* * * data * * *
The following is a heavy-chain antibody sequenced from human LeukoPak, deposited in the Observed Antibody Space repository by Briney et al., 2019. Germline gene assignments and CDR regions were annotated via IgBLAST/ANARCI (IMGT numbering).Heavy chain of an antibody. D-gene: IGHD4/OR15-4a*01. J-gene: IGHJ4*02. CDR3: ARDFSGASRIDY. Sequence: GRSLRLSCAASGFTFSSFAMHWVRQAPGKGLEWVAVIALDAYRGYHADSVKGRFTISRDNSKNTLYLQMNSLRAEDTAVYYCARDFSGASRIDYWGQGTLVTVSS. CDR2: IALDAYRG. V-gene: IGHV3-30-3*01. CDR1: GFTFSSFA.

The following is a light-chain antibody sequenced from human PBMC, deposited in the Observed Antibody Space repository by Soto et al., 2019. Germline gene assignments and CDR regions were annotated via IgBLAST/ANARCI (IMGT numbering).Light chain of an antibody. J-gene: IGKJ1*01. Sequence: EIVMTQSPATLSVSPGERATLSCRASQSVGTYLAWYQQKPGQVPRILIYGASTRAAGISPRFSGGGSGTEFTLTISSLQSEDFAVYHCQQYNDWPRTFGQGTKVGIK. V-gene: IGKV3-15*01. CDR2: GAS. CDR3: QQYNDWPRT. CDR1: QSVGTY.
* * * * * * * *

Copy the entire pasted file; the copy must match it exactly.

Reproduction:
The following is a heavy-chain antibody sequenced from human LeukoPak, deposited in the Observed Antibody Space repository by Briney et al., 2019. Germline gene assignments and CDR regions were annotated via IgBLAST/ANARCI (IMGT numbering).Heavy chain of an antibody. D-gene: IGHD4/OR15-4a*01. J-gene: IGHJ4*02. CDR3: ARDFSGASRIDY. Sequence: GRSLRLSCAASGFTFSSFAMHWVRQAPGKGLEWVAVIALDAYRGYHADSVKGRFTISRDNSKNTLYLQMNSLRAEDTAVYYCARDFSGASRIDYWGQGTLVTVSS. CDR2: IALDAYRG. V-gene: IGHV3-30-3*01. CDR1: GFTFSSFA.

The following is a light-chain antibody sequenced from human PBMC, deposited in the Observed Antibody Space repository by Soto et al., 2019. Germline gene assignments and CDR regions were annotated via IgBLAST/ANARCI (IMGT numbering).Light chain of an antibody. J-gene: IGKJ1*01. Sequence: EIVMTQSPATLSVSPGERATLSCRASQSVGTYLAWYQQKPGQVPRILIYGASTRAAGISPRFSGGGSGTEFTLTISSLQSEDFAVYHCQQYNDWPRTFGQGTKVGIK. V-gene: IGKV3-15*01. CDR2: GAS. CDR3: QQYNDWPRT. CDR1: QSVGTY.